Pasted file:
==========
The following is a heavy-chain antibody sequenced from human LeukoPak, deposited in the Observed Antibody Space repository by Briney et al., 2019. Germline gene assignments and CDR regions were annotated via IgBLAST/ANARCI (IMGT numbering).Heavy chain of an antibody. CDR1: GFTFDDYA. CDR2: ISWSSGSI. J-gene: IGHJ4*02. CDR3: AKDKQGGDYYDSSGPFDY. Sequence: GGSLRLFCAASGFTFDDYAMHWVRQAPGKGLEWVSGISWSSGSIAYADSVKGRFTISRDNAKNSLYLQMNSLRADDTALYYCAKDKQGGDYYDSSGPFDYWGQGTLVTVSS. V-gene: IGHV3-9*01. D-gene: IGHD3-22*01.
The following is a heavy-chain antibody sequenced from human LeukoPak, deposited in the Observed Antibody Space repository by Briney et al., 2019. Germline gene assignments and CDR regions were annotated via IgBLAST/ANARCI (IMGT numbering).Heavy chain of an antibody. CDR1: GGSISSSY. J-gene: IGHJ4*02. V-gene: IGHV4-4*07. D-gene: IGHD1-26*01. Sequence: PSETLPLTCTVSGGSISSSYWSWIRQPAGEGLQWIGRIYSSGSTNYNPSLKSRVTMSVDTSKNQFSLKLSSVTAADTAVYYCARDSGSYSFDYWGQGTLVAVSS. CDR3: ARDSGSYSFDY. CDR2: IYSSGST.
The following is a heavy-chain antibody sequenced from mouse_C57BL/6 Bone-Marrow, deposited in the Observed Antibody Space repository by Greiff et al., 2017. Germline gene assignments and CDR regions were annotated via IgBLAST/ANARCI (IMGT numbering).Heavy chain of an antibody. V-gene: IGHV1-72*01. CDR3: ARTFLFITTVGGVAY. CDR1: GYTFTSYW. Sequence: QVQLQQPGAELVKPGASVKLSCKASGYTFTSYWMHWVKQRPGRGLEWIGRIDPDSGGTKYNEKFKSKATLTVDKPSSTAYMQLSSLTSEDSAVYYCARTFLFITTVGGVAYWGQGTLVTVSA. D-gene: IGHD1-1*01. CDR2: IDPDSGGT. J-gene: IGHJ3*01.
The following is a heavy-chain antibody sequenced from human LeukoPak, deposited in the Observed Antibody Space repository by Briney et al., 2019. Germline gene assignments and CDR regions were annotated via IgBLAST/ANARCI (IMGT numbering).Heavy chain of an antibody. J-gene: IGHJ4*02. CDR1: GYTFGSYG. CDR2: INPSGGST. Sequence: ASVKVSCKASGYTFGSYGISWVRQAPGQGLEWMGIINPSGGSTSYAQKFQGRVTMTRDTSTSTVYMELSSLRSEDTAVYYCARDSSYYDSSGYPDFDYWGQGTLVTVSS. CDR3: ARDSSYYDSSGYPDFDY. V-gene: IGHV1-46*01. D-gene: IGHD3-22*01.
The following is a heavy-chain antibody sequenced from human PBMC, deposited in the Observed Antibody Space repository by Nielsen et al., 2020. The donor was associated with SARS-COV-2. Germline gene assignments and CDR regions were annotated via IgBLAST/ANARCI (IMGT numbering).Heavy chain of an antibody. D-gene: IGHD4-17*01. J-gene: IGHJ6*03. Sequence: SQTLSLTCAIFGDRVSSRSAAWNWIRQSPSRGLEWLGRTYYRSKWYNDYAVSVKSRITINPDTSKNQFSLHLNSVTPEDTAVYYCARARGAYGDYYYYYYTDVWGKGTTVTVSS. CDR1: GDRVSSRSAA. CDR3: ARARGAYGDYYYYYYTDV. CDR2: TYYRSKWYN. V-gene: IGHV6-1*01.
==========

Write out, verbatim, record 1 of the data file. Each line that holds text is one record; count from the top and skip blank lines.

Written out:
The following is a heavy-chain antibody sequenced from human LeukoPak, deposited in the Observed Antibody Space repository by Briney et al., 2019. Germline gene assignments and CDR regions were annotated via IgBLAST/ANARCI (IMGT numbering).Heavy chain of an antibody. CDR1: GFTFDDYA. CDR2: ISWSSGSI. J-gene: IGHJ4*02. CDR3: AKDKQGGDYYDSSGPFDY. Sequence: GGSLRLFCAASGFTFDDYAMHWVRQAPGKGLEWVSGISWSSGSIAYADSVKGRFTISRDNAKNSLYLQMNSLRADDTALYYCAKDKQGGDYYDSSGPFDYWGQGTLVTVSS. V-gene: IGHV3-9*01. D-gene: IGHD3-22*01.